Collective construction of topologically complex structures is one of the triumphs of social behavior. For example, many ant species construct underground nests composed of networks of tunnels and chambers. Excavation by these ‘superorganisms’ depends on the biomechanics of substrate manipulation, the interaction of individuals, and media stability and cohesiveness. To discover principles of robust social excavation, we used X-ray computed tomography to monitor the growth in three dimensions of nests built by groups of fire ants (Solenopsis invicta) in laboratory substrates composed of silica particles, manipulating two substrate properties: particle size and gravimetric moisture content. Ants were capable of nest construction in all substrates tested other than completely dry or fully saturated; for a given particle size, nest volume was relatively insensitive to moisture content. Tunnels were deepest at intermediate moisture content and the maximum tunnel depth correlated with measured yield force on small rod-shaped intruders (a proxy for cohesive strength). This implies that increased cohesive strength allowed creation of tunnels that were resistant to perturbation but did not decrease individual excavation ability. Ants used two distinct behaviors to create pellets composed of wetted particles, depending on substrate composition. However, despite the ability to create larger stable pellets in more cohesive substrates, pellet sizes were similar across all conditions. We posit that this pellet size balances the individual's load-carrying ability with the need to carry this pellet through confined crowded tunnels. We conclude that effective excavation of similarly shaped nests can occur in a diversity of substrates through sophisticated digging behaviors by individuals which accommodate both differing substrate properties and the need to work within the collective.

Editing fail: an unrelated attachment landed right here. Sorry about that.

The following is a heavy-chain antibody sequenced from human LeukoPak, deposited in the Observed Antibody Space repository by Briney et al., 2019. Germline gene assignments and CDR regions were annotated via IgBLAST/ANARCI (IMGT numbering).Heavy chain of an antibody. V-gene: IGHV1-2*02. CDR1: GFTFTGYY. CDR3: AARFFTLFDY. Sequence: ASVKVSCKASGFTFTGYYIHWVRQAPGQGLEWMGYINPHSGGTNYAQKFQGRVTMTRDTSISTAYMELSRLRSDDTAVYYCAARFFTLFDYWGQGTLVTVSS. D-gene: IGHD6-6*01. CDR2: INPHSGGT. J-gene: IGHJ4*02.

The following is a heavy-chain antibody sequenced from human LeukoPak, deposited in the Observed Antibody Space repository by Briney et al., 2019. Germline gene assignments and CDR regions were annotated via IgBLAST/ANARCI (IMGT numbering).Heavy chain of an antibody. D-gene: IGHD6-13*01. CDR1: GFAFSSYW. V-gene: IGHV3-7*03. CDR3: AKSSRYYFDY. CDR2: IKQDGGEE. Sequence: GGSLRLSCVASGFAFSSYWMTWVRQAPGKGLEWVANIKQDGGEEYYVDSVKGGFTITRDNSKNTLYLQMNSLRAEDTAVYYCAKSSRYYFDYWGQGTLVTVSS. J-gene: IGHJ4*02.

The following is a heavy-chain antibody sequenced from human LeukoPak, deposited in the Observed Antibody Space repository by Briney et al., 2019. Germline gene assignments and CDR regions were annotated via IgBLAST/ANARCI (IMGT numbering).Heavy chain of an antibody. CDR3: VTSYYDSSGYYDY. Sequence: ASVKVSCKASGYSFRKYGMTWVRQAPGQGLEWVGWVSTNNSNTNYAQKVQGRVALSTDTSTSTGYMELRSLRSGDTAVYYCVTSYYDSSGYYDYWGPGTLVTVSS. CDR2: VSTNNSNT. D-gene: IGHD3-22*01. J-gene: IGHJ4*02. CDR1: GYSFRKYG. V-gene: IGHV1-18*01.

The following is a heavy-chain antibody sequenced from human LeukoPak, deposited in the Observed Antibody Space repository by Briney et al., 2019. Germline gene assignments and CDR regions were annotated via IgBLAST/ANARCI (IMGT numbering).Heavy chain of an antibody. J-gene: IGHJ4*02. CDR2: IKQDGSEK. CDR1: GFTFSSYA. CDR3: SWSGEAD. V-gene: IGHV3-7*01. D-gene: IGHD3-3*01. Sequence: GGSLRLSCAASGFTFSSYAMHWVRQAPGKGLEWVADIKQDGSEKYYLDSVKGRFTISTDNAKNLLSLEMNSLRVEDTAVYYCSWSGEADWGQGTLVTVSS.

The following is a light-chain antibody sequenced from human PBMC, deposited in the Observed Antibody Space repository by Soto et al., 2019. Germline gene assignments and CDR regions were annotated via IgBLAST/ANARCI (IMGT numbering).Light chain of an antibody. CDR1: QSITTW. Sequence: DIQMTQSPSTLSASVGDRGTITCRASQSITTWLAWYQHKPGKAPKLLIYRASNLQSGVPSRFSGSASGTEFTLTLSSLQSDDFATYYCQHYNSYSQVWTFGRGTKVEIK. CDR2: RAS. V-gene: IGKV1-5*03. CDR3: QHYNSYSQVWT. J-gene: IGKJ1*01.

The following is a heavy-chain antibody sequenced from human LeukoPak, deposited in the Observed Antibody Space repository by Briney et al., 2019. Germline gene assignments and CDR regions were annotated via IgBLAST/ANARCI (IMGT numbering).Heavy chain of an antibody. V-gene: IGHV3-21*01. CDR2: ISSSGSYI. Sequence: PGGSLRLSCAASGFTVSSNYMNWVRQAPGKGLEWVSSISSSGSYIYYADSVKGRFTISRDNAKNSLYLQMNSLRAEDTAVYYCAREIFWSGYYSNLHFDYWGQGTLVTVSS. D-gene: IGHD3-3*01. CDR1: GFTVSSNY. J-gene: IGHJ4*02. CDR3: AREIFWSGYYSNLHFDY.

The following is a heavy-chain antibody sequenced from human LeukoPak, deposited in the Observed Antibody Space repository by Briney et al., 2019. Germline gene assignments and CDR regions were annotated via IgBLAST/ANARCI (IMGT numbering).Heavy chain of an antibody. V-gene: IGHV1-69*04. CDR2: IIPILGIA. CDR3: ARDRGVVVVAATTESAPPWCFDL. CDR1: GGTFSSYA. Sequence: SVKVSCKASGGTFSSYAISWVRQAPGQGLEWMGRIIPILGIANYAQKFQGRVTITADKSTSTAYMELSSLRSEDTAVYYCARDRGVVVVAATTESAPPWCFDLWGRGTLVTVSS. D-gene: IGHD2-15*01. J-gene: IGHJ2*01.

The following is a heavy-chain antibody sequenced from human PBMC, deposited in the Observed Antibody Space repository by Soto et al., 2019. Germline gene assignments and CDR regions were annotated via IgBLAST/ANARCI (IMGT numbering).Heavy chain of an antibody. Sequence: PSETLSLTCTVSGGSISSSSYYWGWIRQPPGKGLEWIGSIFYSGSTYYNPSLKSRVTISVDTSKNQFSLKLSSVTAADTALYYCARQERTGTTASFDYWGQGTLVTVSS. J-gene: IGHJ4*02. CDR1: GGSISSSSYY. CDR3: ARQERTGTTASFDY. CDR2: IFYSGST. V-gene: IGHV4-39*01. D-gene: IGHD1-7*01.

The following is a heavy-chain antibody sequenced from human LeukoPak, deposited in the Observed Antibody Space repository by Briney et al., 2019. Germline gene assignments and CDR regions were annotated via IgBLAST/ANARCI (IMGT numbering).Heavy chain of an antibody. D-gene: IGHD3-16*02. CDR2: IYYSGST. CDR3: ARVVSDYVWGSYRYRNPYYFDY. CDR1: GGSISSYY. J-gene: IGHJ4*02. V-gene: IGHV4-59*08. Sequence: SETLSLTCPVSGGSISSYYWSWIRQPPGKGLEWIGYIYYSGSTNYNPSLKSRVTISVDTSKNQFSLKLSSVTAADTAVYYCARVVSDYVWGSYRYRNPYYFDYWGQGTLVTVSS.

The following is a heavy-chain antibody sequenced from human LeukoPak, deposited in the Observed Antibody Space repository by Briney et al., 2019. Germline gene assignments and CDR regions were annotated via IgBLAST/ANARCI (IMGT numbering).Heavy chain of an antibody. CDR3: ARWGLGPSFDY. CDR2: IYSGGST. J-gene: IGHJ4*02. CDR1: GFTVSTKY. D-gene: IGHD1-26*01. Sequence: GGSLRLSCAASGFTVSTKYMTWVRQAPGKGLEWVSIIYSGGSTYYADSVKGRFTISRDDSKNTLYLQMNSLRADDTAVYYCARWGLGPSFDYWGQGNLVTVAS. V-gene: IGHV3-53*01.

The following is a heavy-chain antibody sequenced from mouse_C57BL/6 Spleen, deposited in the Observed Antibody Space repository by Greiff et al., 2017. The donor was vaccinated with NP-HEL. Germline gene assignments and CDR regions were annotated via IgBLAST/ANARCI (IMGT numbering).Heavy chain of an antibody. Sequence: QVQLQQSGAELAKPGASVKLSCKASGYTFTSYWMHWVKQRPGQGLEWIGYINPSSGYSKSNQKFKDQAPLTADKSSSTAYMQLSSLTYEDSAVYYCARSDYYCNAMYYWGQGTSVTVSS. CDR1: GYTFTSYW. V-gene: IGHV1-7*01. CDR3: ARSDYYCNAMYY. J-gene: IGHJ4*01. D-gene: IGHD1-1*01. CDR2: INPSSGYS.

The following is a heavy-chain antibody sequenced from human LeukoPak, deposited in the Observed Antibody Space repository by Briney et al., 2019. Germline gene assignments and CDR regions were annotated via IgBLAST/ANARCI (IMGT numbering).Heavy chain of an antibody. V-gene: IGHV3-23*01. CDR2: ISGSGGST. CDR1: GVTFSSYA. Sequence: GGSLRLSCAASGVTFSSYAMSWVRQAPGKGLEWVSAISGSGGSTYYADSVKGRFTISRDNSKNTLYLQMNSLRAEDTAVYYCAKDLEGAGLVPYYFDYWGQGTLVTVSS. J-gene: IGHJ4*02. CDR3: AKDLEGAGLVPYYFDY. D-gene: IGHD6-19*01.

The authors declare no competing or financial interests.
D.M. participated in the development, design and execution of the experiments, in data collection and analysis, and in manuscript writing. N.G. participated in the development and design of the experiments and in manuscript writing. G.R. and R.K. participated in the execution of experiments, data collection and animal care. M.A.D.G. and D.I.G. participated in the development and design of the experiments, and supervised data analysis and manuscript writing.
This work was supported by NSF PoLS grants 0957659 and 1205878.
Supplementary material available online at http://jeb.biologists.org/lookup/suppl/doi:10.1242/jeb.113795/-/DC1
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